Against the Current, No. 222, January/
The Smoke Thickens
— The Editors
Inequality, Gender Apartheid & Revolt
— Suzi Weissman interviews Yassamine Mather
Workers' Protests in Early December
— Yassamine Mather
Student Strikes, Regime Cracks
— Yassamine Mather
Repression Continues to Grow in Nicaragua
— William I. Robinson
Queering "A League of Their Own"
— Catherine Z. Sameh
A Radical's Industrial Experience
— David McCullough
A New Day for UAW Members?
— Dianne Feeley
- Ukraine's War of Survival
Future Struggles in Ukraine
— Sam Friedman
Russia's Road Toward Fascism
— Zakhar Popovych
- Race and Class
The Black Internationalism of William Gardner Smith
— Alan Wald
— Owólabi Aboyade
George Floyd, A Life
— Malik Miah
- Police Murder and State Coverup
Out of the Two-Party Trap
— Marsha Rummel
Feminists Tell Their Own Stories
— Linda Loew
Working-Class Fault Lines in China
— Listen Chen
- In Memoriam
Mike Davis, 1946-2022
— Bryan D. Palmer
AT THE BEGINNING of December as we entered the 11th week of nationwide protests in Iran, there were reports of strikes in a number of production centers, including important industries such as the plants of the Esfahan Steel company.
According to the Free Union of Iranian Workers, employees at the Zob Ahan Esfahan Steel plant went on strike on November 27, protesting against the company’s “failure to fulfil earlier promises.” The previous dispute had been about low wages, which workers at the plant say are “lower than in other steel companies in Iran.” They are demanding substantial pay rises.
There were also reports of a strike by employees of the Pars Khazar home-appliance company in Alborz Industrial City in Alvand. In a short video published on social media, the workers call out: “Shout, workers, shout for your rights!”
Workers at the Sarma Afarin company at the Alborz Industrial City in Qazvin have also been on strike. The company produces heating and air-conditioning systems, including compression chillers. And employees at the Mortab car company stopped work nine months ago after their wages were not paid.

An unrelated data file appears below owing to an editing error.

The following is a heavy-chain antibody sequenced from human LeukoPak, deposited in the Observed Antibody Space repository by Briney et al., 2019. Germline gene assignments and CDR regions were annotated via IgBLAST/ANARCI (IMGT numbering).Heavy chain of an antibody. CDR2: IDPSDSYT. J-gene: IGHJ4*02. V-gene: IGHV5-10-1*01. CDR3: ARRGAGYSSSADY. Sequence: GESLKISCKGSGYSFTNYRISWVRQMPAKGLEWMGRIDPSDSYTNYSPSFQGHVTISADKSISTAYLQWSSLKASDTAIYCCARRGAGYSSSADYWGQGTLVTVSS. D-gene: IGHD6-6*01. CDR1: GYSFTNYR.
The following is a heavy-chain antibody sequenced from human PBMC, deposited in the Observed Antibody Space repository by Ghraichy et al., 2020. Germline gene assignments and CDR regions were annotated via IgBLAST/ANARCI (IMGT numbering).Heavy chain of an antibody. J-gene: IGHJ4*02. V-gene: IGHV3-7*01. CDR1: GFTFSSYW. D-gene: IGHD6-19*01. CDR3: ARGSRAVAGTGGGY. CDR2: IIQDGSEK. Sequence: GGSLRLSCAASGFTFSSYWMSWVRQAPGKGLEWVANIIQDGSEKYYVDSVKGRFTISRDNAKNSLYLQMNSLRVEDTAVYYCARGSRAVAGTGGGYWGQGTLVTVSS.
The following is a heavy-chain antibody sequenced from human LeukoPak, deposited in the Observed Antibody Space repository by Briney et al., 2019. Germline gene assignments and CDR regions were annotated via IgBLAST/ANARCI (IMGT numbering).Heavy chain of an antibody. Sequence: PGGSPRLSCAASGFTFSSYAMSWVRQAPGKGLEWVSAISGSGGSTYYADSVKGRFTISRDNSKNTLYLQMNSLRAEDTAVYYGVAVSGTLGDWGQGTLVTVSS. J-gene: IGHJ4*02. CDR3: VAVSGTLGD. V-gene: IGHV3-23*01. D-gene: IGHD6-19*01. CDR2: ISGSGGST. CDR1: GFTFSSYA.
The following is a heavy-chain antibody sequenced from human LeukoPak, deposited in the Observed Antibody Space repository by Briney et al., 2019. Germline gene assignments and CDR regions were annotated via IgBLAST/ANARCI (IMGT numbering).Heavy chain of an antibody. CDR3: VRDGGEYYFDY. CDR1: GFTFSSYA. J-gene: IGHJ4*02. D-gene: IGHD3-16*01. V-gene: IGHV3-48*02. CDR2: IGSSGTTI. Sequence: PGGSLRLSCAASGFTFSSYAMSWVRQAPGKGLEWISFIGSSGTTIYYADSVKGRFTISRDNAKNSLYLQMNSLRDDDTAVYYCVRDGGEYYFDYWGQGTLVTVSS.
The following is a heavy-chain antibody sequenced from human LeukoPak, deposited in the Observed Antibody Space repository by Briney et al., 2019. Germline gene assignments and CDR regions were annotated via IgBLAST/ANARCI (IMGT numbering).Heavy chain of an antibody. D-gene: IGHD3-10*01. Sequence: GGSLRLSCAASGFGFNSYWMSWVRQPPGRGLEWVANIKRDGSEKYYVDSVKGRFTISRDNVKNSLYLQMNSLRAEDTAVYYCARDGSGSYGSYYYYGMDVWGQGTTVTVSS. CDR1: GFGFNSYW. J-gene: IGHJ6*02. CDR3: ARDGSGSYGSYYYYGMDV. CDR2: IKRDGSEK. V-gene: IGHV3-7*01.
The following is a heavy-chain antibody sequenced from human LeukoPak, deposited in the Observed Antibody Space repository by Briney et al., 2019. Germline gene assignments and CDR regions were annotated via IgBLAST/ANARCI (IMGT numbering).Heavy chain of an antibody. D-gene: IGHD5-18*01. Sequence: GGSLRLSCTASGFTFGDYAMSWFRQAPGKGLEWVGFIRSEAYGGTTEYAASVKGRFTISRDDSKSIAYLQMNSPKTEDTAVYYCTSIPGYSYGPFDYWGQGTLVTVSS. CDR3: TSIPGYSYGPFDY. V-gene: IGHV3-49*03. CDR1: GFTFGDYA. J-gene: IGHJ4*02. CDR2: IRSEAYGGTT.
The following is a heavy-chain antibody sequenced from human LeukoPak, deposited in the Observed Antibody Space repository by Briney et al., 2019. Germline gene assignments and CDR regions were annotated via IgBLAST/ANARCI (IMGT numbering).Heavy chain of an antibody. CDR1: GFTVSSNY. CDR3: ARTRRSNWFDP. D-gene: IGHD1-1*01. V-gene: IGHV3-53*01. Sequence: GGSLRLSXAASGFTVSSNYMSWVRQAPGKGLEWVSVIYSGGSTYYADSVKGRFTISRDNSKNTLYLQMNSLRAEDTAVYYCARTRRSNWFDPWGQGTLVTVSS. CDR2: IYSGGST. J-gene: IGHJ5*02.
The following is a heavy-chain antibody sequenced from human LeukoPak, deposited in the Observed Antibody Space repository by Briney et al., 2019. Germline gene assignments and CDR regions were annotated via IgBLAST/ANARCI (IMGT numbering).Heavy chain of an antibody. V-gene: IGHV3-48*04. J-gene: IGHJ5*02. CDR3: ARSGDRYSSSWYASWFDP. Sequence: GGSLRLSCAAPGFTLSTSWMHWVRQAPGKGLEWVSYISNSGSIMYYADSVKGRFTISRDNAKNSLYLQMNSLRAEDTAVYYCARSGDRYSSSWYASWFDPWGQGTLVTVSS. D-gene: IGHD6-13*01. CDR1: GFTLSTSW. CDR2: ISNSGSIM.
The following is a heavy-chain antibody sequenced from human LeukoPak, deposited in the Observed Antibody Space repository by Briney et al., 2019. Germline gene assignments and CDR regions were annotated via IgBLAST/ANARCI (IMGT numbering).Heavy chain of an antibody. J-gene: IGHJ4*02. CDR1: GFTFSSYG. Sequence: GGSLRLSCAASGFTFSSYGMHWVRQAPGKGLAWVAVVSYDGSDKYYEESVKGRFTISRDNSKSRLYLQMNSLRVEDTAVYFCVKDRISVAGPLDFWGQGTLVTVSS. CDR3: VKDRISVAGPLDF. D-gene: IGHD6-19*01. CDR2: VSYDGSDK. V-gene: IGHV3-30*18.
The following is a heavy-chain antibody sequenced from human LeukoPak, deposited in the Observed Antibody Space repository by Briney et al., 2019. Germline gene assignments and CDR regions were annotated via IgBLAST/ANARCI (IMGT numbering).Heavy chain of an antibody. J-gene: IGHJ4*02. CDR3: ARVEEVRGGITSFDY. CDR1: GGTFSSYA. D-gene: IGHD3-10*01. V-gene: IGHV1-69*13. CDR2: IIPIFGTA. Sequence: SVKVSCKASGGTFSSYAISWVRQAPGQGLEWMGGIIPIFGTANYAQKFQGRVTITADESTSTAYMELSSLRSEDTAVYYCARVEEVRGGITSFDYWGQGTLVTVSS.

Of course labor protests are often suppressed in Iran and almost immediately become political. In fact it is clear from the slogans of the workers that their demands go beyond wages and include wider social issues. In the industrial city of Isfahan we have seen a level of coordination between workers’ strikes and protests on university campuses and on the streets, but we have to note that such coordination is rare.
However, three groups — Haft Tepe Sugarcane Workers, the Coordinating Committee to Establish Labor Organizations, and the Union of Retired Employees — have issued a joint statement supporting the “oppressed people of Kurdistan” and condemning the killings in Kurdish cities. The statement, addressing the “free people of Iran,” says:
“Having freedom in various fields is a basic right, and it is the demand of those who have stepped forward in various fields of struggle in the past four decades and have worked hard in this way.”
The statement notes that the rulers of the Islamic Republic of Iran “not only fail to listen to our most basic demands, but they have responded to every request and demand with bullets.”
The three groups also demand the immediate withdrawal of all repressive armed forces from Kurdistan, the unconditional release of all political prisoners there, and the ending of rocket attacks in the whole Kurdistan region.
January-February 2023, ATC 222